Flood Potential Outlook
Issued by NWS Atlanta, GA

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Hydrologic Outlook
National Weather Service Peachtree City GA
535 AM EDT Tue Sep 15 2020


As Hurricane Sally moves inland and weakens somewhere across
southern Alabama, multiple rounds of heavy rain are expected
across north and central Georgia, starting Wednesday night and
continuing through Thursday. With some model uncertainty continuing
with respect to the track and intensity of Sally, changes to the
forecast rainfall totals can be expected with future forecast packages.

At this time, 2 to 8 inches of rain is expected across a wide
area of north and central Georgia, with locally higher amounts
possible. With the forecast track and movement somewhat uncertain
as the tropical system moves inland, it is difficult to pinpoint
where the highest totals will end up. However, based on the latest
forecast information, it appears the heaviest rain is likely to occur
along the I-85 and I-20 corridors.

Aside from a few localized showers and thunderstorms mainly
during the afternoon and evening, the first half of September has
been relatively dry across much of the area. As a result, soils
have dried out enough to hopefully allow for some initial water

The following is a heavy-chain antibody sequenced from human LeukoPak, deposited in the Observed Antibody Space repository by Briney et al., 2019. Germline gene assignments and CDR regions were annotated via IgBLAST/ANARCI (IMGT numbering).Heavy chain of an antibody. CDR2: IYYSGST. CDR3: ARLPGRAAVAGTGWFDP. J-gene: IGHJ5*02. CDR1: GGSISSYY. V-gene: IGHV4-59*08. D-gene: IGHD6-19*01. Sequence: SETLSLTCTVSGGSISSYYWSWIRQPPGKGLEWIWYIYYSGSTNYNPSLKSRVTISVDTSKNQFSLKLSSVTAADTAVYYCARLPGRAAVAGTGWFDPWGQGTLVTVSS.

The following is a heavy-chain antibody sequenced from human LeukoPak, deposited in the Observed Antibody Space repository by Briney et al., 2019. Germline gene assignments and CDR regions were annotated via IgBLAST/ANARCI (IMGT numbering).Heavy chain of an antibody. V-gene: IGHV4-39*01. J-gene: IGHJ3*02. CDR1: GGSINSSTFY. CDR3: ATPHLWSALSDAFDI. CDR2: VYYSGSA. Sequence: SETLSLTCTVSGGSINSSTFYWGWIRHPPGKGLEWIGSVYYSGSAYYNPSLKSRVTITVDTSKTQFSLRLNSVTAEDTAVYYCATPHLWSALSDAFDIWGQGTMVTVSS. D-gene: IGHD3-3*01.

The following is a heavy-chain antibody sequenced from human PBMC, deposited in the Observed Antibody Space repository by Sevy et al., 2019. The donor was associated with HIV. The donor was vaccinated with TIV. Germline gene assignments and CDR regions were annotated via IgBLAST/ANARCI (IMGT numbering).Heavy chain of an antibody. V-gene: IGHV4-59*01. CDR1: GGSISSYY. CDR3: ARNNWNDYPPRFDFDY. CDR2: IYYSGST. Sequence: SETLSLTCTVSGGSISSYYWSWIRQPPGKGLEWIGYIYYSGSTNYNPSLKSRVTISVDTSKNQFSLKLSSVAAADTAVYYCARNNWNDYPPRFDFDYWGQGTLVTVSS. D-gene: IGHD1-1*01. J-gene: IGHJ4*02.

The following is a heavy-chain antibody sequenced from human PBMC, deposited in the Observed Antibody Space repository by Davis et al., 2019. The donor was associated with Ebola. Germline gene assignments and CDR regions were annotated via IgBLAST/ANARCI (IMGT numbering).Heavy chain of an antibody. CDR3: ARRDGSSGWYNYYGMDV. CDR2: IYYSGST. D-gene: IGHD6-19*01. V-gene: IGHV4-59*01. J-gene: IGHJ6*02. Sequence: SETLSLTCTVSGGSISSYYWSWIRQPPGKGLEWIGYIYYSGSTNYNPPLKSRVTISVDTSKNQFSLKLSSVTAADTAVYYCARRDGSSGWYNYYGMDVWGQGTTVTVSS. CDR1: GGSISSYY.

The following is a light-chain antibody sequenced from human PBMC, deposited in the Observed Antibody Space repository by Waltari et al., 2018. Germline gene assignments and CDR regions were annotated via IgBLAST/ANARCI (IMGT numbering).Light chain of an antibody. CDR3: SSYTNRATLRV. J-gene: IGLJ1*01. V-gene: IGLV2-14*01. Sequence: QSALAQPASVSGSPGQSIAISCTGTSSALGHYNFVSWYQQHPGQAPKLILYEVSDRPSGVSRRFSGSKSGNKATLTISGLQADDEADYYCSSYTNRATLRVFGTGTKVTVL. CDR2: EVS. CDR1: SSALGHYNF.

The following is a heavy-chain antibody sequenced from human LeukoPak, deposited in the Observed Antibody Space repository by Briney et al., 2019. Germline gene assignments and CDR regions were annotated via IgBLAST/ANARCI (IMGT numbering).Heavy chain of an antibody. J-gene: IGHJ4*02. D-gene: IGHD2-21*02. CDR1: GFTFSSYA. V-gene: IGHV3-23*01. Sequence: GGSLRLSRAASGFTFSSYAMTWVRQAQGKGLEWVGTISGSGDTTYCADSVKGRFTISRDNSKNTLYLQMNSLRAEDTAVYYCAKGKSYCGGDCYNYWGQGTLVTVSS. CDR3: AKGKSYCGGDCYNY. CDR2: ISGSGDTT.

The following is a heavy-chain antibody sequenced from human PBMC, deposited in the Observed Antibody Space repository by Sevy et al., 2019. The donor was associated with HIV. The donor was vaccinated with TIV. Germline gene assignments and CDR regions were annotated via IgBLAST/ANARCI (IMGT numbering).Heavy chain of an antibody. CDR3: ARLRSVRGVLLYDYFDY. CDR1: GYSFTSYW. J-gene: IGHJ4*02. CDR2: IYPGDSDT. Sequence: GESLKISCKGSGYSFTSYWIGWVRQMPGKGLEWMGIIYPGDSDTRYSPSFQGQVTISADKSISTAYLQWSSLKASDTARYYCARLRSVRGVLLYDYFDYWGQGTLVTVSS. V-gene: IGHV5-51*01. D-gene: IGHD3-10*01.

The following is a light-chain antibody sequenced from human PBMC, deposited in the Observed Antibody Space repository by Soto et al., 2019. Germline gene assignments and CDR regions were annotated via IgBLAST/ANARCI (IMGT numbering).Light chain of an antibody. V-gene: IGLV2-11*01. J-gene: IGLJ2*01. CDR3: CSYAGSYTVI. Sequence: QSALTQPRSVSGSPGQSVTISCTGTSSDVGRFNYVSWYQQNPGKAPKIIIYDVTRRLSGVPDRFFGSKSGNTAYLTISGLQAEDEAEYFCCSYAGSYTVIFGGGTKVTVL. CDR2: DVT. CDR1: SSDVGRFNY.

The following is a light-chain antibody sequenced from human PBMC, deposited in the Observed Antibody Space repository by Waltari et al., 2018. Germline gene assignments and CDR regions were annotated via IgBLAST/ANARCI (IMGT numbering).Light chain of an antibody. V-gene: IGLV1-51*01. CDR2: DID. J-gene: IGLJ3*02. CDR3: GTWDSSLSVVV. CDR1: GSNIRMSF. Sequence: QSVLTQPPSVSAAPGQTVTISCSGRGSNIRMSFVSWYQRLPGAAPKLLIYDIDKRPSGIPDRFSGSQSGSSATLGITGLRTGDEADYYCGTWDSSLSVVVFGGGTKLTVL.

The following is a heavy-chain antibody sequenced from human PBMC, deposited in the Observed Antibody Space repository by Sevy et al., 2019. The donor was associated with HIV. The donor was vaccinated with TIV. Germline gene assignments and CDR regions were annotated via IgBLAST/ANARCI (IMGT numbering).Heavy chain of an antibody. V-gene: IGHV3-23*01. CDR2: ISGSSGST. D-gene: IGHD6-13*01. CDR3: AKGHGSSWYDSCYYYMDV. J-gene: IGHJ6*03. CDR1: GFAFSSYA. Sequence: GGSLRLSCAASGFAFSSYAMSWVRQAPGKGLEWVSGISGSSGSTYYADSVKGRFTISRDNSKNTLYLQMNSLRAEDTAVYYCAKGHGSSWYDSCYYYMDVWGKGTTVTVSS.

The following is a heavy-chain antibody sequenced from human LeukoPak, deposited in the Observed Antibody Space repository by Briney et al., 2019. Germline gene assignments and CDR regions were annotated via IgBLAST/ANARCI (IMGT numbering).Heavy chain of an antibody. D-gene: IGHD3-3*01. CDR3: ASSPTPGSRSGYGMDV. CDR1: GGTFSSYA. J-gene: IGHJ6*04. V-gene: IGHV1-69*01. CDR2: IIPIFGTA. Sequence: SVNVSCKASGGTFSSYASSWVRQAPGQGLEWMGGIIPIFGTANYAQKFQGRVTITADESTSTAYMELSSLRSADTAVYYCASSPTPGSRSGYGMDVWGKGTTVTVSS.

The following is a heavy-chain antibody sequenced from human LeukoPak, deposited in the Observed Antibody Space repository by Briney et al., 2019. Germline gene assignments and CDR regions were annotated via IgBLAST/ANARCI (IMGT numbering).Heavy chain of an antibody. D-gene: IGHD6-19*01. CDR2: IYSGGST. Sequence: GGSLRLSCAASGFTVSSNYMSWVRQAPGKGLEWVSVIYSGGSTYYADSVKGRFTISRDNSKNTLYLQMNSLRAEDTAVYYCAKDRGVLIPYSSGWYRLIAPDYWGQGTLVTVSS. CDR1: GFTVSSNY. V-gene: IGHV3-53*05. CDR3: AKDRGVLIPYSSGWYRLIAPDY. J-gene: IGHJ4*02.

absorption as the heavier rains develop from this next system.
Persistent heavy rainfall over an area will create runoff issues
quickly, especially across urban areas and complex terrain over
north Georgia.

Given the tropical nature of this rain event, there is an
increased risk for flash flooding. In addition, flooding of
larger creeks and streams is likely with the current
expected rainfall amounts, especially where any heavier rain bands
set up as the system approaches the area from the southwest.
Quickly accumulating rainfall can also produce widespread flooding
of smaller, fast-responding creeks. Over urban areas, periods of
heavy rain can overwhelm or clog storm drains and ditches with
debris. Take time ahead of the rain to clear leaves and debris
from these drainage systems.

Stay alert to changing forecasts. The predicted axis of heaviest
rainfall could change over the next 12 to 36 hours. A Flash Flood
or Flood Watch will likely be issued for portions of north and central
Georgia in the next 12 hours or so. Know what county you are in
and the names of rivers and creeks in your area. Don`t be caught
off guard. Take action immediately if a Flash Flood Warning is
issued by going to higher ground, especially if you live near or
in a flood prone area or near a creek or small stream.

For additional hydrologic information, visit our website at
weather.gov/atlanta. Click on the Rivers and Lakes tab under current
weather to access the latest river and precipitation information.


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